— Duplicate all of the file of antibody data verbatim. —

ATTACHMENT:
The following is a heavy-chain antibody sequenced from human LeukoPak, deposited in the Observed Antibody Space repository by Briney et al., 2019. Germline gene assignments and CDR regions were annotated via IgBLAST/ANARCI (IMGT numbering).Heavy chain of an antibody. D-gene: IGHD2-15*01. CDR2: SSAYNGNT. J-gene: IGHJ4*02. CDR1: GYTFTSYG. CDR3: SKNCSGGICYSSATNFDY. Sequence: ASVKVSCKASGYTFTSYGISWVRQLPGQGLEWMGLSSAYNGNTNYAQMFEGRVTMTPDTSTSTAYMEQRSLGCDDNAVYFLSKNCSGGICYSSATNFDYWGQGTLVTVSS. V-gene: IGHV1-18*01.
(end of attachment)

The following is a heavy-chain antibody sequenced from human LeukoPak, deposited in the Observed Antibody Space repository by Briney et al., 2019. Germline gene assignments and CDR regions were annotated via IgBLAST/ANARCI (IMGT numbering).Heavy chain of an antibody. D-gene: IGHD2-15*01. CDR2: SSAYNGNT. J-gene: IGHJ4*02. CDR1: GYTFTSYG. CDR3: SKNCSGGICYSSATNFDY. Sequence: ASVKVSCKASGYTFTSYGISWVRQLPGQGLEWMGLSSAYNGNTNYAQMFEGRVTMTPDTSTSTAYMEQRSLGCDDNAVYFLSKNCSGGICYSSATNFDYWGQGTLVTVSS. V-gene: IGHV1-18*01.